NEW YORK (AP) — The mass shooting Wednesday at a Walmart in Virginia was just the latest example of a workplace shooting perpetrated by an employee.
But while many companies provide active training on shooters, experts say there’s far less focus on how to prevent workplace violence, especially how to identify and address worrying behaviors among employees.
Workers too often don’t know how to recognize warning signs and, more crucially, don’t know how to report suspicious behavior or feel empowered to do so, according to occupational safety and human resources experts.
“We’ve built an industry on how to block bad guys. We’ve invested heavily in physical security measures like metal detectors, cameras, and armed security guards,” said James Densley, professor of criminal justice at Metropolitan State University in St. Paul, Minnesota, and co-founder of the research group San for-profit and nonpartisan The Violence Project. But too often in workplace shootings, he said, “that’s someone who already has access to the building.”
The Walmart shooting, in particular, has raised questions about whether employees feel entitled to speak out because a foreman carried out the shooting.
Identified by Walmart as 31-year-old Andre Bing, he opened fire on fellow employees in the Chesapeake store’s breakroom, killing six and leaving six others injured. Police said he then apparently committed suicide.
Employee Briana Tyler, who survived the shooting, said Bing didn’t appear to be targeting anyone in particular. Tyler, who started at Walmart two months ago, said she’s never had a negative encounter with Bing, but others have told her she was “the manager to watch out for.” You mentioned that Bing had a history of writing people for no reason.
Walmart launched computer-based active shooter training in 2015 that focuses on three pillars: avoiding danger, keeping your distance, and ultimately defending yourself. So, in 2019, after a mass shooting at an El Paso, Texas store in which an outside gunman killed 22 people, Walmart addressed the threat to the public by stopping the sale of some types of ammunition and asked customers to no longer openly carry firearms in its stores. It now only sells shotguns and their ammunition.
Walmart did not specifically respond to questions Wednesday asking for more details about its training and protocols for protecting its employees. The company only said it reviews its training policies regularly and will continue to do so.
Densley said employers need to create open channels for workers to raise concerns about employee behavior, including confidential hotlines. She noted that too often attention is focused on “red flags” and workers should look for “yellow flags”—subtle changes in behavior, such as increased anger or not showing up for work. Densley said managers need to work with those people to get them advice and do regular checkups.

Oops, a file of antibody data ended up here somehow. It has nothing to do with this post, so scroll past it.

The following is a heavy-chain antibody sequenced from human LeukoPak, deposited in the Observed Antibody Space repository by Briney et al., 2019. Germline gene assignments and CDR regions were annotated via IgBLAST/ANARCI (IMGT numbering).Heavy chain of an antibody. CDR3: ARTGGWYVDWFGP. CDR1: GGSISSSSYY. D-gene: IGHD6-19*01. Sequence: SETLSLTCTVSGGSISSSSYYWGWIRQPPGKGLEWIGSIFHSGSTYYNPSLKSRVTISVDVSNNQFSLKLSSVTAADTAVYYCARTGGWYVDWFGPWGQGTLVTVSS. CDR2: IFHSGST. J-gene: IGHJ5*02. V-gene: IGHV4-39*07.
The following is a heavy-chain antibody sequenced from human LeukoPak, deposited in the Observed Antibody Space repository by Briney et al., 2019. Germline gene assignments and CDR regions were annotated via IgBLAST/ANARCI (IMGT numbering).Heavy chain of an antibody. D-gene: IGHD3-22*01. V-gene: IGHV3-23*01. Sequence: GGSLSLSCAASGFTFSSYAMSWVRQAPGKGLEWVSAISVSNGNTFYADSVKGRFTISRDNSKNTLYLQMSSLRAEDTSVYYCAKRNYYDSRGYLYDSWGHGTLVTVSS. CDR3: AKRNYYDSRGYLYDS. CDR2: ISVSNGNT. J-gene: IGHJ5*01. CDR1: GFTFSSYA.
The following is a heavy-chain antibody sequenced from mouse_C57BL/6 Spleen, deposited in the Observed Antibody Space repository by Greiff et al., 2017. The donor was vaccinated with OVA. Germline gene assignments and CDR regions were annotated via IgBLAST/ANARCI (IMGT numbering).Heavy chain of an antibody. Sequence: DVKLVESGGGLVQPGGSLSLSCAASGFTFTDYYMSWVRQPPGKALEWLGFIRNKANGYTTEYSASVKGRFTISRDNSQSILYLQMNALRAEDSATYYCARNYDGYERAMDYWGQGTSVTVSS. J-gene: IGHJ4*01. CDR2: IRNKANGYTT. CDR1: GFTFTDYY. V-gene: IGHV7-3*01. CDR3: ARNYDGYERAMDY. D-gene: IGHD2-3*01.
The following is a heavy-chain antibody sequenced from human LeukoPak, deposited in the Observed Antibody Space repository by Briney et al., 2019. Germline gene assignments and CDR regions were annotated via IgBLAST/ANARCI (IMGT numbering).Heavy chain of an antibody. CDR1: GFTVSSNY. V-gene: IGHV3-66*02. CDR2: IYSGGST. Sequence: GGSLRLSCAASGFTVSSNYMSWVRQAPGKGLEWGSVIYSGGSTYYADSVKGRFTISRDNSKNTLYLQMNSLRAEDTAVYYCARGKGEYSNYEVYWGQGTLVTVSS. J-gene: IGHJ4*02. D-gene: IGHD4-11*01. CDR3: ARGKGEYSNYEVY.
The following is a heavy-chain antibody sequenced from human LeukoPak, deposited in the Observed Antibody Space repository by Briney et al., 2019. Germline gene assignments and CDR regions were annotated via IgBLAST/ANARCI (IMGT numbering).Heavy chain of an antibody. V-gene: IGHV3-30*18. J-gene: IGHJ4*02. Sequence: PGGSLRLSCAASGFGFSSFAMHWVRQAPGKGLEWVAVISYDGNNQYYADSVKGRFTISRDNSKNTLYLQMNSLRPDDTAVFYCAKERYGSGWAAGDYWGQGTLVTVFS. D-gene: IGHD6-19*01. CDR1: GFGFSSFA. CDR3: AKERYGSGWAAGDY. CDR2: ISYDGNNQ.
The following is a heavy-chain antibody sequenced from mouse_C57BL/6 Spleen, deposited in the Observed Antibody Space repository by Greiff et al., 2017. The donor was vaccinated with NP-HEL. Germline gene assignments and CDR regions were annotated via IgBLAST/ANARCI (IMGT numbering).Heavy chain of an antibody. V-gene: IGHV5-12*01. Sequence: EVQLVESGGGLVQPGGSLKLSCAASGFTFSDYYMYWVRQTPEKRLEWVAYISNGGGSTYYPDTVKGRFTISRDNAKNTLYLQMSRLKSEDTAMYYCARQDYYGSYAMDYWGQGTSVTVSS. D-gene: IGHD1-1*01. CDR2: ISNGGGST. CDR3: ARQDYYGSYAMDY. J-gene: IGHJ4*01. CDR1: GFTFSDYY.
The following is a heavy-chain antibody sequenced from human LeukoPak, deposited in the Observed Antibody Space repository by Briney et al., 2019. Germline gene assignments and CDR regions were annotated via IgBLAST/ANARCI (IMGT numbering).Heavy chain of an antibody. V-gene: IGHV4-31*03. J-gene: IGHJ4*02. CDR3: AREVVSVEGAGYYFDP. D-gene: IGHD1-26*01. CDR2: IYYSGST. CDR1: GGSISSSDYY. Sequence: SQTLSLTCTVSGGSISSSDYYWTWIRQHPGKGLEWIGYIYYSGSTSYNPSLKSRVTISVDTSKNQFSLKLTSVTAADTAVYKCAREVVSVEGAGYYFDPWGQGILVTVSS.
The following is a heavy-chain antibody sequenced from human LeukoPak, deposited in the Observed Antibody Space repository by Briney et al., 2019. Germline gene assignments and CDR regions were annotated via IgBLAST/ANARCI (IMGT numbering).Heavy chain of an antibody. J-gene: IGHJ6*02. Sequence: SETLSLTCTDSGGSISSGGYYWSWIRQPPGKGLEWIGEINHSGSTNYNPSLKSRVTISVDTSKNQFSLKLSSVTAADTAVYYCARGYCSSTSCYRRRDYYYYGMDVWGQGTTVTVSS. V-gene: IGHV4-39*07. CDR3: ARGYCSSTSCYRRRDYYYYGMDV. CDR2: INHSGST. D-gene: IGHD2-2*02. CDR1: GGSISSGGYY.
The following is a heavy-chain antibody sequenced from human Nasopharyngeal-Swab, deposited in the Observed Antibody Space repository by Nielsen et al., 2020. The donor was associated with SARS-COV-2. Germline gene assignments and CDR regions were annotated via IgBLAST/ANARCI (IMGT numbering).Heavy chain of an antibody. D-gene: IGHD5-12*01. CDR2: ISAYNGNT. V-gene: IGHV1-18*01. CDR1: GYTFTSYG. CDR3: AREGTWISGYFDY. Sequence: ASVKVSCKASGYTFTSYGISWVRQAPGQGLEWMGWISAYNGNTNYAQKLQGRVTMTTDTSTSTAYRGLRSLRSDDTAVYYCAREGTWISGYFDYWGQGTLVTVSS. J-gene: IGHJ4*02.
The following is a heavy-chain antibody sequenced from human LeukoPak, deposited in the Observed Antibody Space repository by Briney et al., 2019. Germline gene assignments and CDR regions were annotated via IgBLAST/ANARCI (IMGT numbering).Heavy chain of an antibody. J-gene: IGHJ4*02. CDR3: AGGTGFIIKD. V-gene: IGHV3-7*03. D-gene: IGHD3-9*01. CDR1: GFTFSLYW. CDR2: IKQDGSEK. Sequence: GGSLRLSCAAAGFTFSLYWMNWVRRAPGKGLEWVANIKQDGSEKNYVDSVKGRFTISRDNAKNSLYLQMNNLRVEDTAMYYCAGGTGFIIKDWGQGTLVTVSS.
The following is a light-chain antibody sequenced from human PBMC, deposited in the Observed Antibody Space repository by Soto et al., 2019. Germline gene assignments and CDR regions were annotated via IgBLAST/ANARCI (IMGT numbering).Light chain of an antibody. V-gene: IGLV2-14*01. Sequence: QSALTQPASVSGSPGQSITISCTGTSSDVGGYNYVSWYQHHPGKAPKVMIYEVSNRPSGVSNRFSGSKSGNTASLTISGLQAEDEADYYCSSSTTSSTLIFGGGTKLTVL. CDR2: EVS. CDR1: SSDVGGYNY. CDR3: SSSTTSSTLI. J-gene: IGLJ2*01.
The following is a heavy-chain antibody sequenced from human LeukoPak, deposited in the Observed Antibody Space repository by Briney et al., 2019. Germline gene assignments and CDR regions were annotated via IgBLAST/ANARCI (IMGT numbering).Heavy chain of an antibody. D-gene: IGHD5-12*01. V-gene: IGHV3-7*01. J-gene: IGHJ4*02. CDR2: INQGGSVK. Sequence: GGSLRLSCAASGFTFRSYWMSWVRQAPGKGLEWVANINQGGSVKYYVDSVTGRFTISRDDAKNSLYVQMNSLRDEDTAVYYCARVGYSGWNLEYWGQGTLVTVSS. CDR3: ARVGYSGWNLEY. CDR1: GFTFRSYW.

In fact, the Department of Homeland Security’s Active Shooting Manual states that HR officials have a responsibility to “create a system for reporting signs of potential violent behavior.” It also encourages employees to report behaviors such as increased absenteeism and repeated violations of company policies.
But many employers may not have such preventative policies in place, said Liz Peterson, quality manager at the Society for Human Resource Management, an organization of more than 300,000 human resource professionals.
She noted that in a 2019 SHRM survey of its members, 55% of HR professionals said they didn’t know if their organizations had policies in place to prevent workplace violence, and another 9% said they didn’t. have such programs. This was in contrast to the 57% of HR managers who said they had received training in how to respond to violence.
A recent federal government report examining workplace violence over three decades found that workplace homicides have increased in recent years, although they remain down sharply from their peak in the mid-1990s .
Between 2014 and 2019, workplace homicides nationwide increased by 11%, from 409 to 454. According to the report, released in July by the Departments of Labor, Justice and Health, the figure was still down 58% from a peak of 1,080 in 1994. and personal services. The report found that workplace homicide trends largely mirrored homicide trends nationwide.
But the spike in mass public shootings in the country is raising awareness among employers about the need to address mental health in the workplace and prevent violence and the responsibilities employers can face if they ignore the warning signs, he said Peterson.
In one high-profile example, the family of a victim filed a wrongful death lawsuit earlier this year against the Northern California Transportation Agency, claiming it failed to address a story of threatening behavior by an employee who shot and killed nine colleagues at a light rail yard in San Jose in 2021.
The transit agency released more than 200 pages of emails and other documents showing the shooter, Samuel James Cassidy, had been the subject of four workplace conduct investigations and one worker had concerns that Cassidy might’ go by mail”. That expression comes from one of the deadliest workplace shootings in U.S. history, when a postal worker shot and killed 14 workers in Edmond, Oklahoma, in 1986.
“Workplace violence is a situation that you never think will happen to your organization until it happens, and unfortunately, it’s important to prepare for them because they’re becoming more common,” said Peterson.
This story has been updated to correct the location of Metropolitan State University. It’s in St. Paul, not DePaul, Minnesota.